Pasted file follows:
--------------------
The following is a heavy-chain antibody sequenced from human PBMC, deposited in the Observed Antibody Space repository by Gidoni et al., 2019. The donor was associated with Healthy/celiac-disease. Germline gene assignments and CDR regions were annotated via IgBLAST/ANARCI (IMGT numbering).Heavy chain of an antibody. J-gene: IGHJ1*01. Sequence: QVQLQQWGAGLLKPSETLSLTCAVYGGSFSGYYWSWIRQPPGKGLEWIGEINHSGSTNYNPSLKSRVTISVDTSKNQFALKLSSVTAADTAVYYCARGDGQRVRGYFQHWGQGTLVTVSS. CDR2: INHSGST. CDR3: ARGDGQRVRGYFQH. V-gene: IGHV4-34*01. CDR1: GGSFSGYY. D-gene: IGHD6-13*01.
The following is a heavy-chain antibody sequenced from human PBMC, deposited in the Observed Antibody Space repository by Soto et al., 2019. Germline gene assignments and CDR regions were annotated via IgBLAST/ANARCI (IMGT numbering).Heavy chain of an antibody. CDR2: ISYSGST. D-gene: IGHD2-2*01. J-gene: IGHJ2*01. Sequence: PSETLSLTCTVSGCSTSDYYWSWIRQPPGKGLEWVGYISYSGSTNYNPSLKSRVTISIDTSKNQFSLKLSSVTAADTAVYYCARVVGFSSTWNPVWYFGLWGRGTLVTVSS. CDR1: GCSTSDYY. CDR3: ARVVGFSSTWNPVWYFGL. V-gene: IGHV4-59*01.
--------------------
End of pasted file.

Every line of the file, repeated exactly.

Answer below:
The following is a heavy-chain antibody sequenced from human PBMC, deposited in the Observed Antibody Space repository by Gidoni et al., 2019. The donor was associated with Healthy/celiac-disease. Germline gene assignments and CDR regions were annotated via IgBLAST/ANARCI (IMGT numbering).Heavy chain of an antibody. J-gene: IGHJ1*01. Sequence: QVQLQQWGAGLLKPSETLSLTCAVYGGSFSGYYWSWIRQPPGKGLEWIGEINHSGSTNYNPSLKSRVTISVDTSKNQFALKLSSVTAADTAVYYCARGDGQRVRGYFQHWGQGTLVTVSS. CDR2: INHSGST. CDR3: ARGDGQRVRGYFQH. V-gene: IGHV4-34*01. CDR1: GGSFSGYY. D-gene: IGHD6-13*01.
The following is a heavy-chain antibody sequenced from human PBMC, deposited in the Observed Antibody Space repository by Soto et al., 2019. Germline gene assignments and CDR regions were annotated via IgBLAST/ANARCI (IMGT numbering).Heavy chain of an antibody. CDR2: ISYSGST. D-gene: IGHD2-2*01. J-gene: IGHJ2*01. Sequence: PSETLSLTCTVSGCSTSDYYWSWIRQPPGKGLEWVGYISYSGSTNYNPSLKSRVTISIDTSKNQFSLKLSSVTAADTAVYYCARVVGFSSTWNPVWYFGLWGRGTLVTVSS. CDR1: GCSTSDYY. CDR3: ARVVGFSSTWNPVWYFGL. V-gene: IGHV4-59*01.